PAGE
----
tive Secretary  of  the  American  Peace  Mobilization  on  Tuesday  evening,  Febru- 
ary 11.  1941,  also. 

On  that  date,  the  Washington  Committee  for  Aid  to  China,  held  a  meeting 
at  16th  and  "<>"  Streets,  N.  W..  Washington. 

At  the  time  This  meeting  was  held,  President  Roosevelt  was  under  the  most 
savage  attack  of  his  career  by  Frederick  Vanderbilt  Field  and  his  American 
Peace  Mohilization. 

The  Senators  may  recall  that  this  was  the  occasion  when  the  American  Peace 
Mohilization  organized  and  carried  out  a  twenty-four  hour  picket  line  around 
the  White  House.  The  pickets  carried  placards  denouncing  Roosevelt  as  a  war- 
mongering tool  of  Wall  Street. 

On  June  21,  1941,  the  American  Peace  Mobilization  pickets  were  still  sur- 
rounding the  White  House.  When  Hitler  invaded  the  Soviet  Union  on  the  morn- 
ing of  June  22,  the  pickets  were  withdrawn  within  an  hour.  The  party  line  had 
changed  in  a  matter  of  minutes  and  the  American  Peace  Mobilization  then  be- 
came the  American  People's  Mobilization,  urging  the  immediate  entrance  of  the 
United  States  into  the  war. 

Again,  associated  with  Frederick  Vanderbilt  Field,  we  have  Owen  Lattimore 
as  the  principal  speaker  at  the  above  meeting  on  the  evening  of  February  11, 
1941,  with  only  two  other  speakers :  One  of  them  was  Frederick  Vanderbilt 
Field. 

Here  again  we  have  the  old  familiar  pattern  of  a  member  of  the  important 
policy-making  group  of  the  State  Department  collaborating  with  known  Com- 
munists under  the  sponsorship  of  organizations  •officially  declared  subversive. 

I  hand  you  an  exhibit  of  the  National  Emergency  Conference  for  Democratic 
Rights,  Exhibit  30.  On  April  21,  1943,  the  House  Committee  on  Appropria- 
tions issued  a  report  citing  this  organization  as  "subversive  and  un-American." 
On  March  29,  the  House  Special  Committee  on  Un-American  Activities  cited  it 
as  a  Communist  front. 

On  September  2, 1947,  on  page  12  of  its  Report  No.  1115,  the  Congressional  Com- 
mittee on  Un-American  Activities  said,  "It  will  be  remembered  that  during  the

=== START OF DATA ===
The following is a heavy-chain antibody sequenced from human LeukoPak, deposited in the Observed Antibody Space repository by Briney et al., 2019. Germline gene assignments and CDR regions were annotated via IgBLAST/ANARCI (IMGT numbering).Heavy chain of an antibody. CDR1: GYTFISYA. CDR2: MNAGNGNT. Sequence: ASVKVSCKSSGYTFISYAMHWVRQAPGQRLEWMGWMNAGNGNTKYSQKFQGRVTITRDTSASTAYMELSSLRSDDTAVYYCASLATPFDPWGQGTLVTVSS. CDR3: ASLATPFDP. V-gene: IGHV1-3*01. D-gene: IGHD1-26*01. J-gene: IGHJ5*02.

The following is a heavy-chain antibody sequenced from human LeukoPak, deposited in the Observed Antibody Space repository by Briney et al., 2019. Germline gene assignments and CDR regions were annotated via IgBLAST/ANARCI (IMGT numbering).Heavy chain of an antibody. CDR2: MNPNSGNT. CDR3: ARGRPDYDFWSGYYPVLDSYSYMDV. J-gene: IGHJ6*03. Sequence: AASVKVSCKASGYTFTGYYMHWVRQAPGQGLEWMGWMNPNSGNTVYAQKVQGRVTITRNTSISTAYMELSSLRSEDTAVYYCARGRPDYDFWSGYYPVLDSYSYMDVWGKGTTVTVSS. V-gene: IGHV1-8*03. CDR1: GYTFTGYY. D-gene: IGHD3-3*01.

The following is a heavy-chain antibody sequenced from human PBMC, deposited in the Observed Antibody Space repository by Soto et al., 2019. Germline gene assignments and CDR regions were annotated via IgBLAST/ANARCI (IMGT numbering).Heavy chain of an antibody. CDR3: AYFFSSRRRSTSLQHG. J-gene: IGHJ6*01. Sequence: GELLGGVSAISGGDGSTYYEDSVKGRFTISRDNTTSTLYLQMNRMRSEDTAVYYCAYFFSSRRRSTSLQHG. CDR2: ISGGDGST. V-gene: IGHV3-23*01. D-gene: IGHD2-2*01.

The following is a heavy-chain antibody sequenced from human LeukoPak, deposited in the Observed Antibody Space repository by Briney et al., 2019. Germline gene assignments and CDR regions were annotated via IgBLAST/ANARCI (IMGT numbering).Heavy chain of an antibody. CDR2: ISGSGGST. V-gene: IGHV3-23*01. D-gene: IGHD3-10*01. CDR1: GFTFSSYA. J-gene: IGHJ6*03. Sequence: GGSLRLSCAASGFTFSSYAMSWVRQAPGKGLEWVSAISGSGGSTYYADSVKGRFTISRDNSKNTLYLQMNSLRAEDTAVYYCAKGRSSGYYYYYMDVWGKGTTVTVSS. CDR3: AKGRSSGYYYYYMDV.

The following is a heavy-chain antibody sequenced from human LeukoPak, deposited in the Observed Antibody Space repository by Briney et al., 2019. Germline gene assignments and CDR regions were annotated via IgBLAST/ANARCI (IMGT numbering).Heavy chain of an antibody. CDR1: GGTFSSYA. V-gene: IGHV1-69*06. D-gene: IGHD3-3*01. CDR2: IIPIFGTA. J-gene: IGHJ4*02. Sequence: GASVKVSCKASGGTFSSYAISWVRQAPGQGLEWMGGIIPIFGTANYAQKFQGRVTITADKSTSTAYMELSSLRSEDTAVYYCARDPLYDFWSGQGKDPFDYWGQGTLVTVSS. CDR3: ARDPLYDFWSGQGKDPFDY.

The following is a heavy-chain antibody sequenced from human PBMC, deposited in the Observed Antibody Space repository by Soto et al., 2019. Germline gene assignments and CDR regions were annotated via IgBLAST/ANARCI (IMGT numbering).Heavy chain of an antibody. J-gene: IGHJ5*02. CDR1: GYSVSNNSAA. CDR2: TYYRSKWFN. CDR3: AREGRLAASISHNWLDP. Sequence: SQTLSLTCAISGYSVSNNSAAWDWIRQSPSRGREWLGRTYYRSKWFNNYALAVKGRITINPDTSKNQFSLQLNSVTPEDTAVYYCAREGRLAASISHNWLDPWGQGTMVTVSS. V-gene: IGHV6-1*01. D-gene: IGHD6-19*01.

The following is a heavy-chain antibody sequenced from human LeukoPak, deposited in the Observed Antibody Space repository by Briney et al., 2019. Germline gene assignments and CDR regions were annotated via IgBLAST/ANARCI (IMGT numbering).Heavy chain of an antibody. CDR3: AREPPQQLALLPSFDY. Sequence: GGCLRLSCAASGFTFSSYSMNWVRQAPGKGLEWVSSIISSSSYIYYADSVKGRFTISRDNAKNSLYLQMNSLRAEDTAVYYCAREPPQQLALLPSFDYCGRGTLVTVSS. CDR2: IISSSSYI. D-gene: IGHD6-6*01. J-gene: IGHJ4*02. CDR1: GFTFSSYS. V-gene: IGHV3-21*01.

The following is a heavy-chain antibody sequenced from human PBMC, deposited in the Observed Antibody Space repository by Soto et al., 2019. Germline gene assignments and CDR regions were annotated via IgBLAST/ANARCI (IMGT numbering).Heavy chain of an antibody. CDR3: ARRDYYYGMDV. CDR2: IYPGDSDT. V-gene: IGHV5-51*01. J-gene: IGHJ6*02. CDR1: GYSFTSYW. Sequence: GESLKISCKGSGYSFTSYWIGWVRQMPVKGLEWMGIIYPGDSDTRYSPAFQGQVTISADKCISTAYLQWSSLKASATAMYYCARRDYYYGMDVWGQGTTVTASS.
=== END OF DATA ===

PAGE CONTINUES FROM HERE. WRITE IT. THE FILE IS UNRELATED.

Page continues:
days  of  the  infamous  Soviet-Nazi  pact,  the  Communists  built  a  protective  organi- 
zation known  as  the  National  Emergency  Conference  for  Democratic  Rights, 
which  culminated  in  the  National  Federation  for  Constitutional  Liberties." 

In  its  1948  report  on  pages  112  and  327,  the  California  Committee  on  Un-Ameri- 
can Activities,  after  citing  it  as  a  Communist-front  organization,  defending  Com- 
munists, had  this  to  say :  "After  the  dissolution  of  the  American  League  for 
Peace  and  Democracy  in  February,  1940,  the  Communist  Party  frantically  or- 
ganized a  new  series  of  front  organizations.  The  National  Emergency  Con- 
ference for  Democratic  Rights  was  one  of  the  new  fronts  and  it  was  filled  from 
top  to  bottom  with  veteran  Communist  Party-liners." 

The  Maryland  Association  for  Democratic  Rights  was  an  affiliate  of  the  Na- 
tional Emergency  Conference  for  Democratic  Rights.  At  a  conference  of  this 
organization  in  Baltimore  early  in  1944,  we  have  as  sponsors,  Mr.  Owen  Latti- 
more and  his  wife. 

Once  again  we  have  a  policy-making  State  Department  and  attache  collaborating 
with  those  who  have  sworn  to  destroy  the  nation  by  force  and  violence. 

I  find  it  impossible  to  visualize  this  sort  of  a  good  security  risk  under  the 
"yardstick  of  loyalty"- outlined  by  Secretary  of  State  Acheson. 

I  hand  the  committee  an  exhibit  of  the  Writers'  Congress  of  1943,  31. 

On  December  4,  1947,  and  on  September  21,  1948,  the  then  Attorney  General 
Tom  Clark  in  letters  to  the  Loyalty  Review  Board,  cited  the  Hollywood  Writers' 
Mobilization  as  subversive  and  Communistic.  In  its  1945  report  on  page  130, 
the  California  Committee'  on  Un-American  Affairs  described  this  organization 
as  one  "whose  true  purpose"  was  "the  creation  of  a  clearing  house  for  Commu- 
nist propaganda." 

On  October  1,  2  and  3  of  1943,  the  Writers'  Congress  and  the  Hollywood 
Writers'  Mohilization  held  a  meeting  on  the  University  of  California-LA  campus 
in  Westwood.  Appearing  as  the  representative  of  the  Office  of  War  Information 
was  Mr.  Owen  Lattimore. 

68970 — 50 — pt.  2 4 


1532  STATE  DEPARTMENT  EMPLOYEE  LOYALTY  INVESTIGATION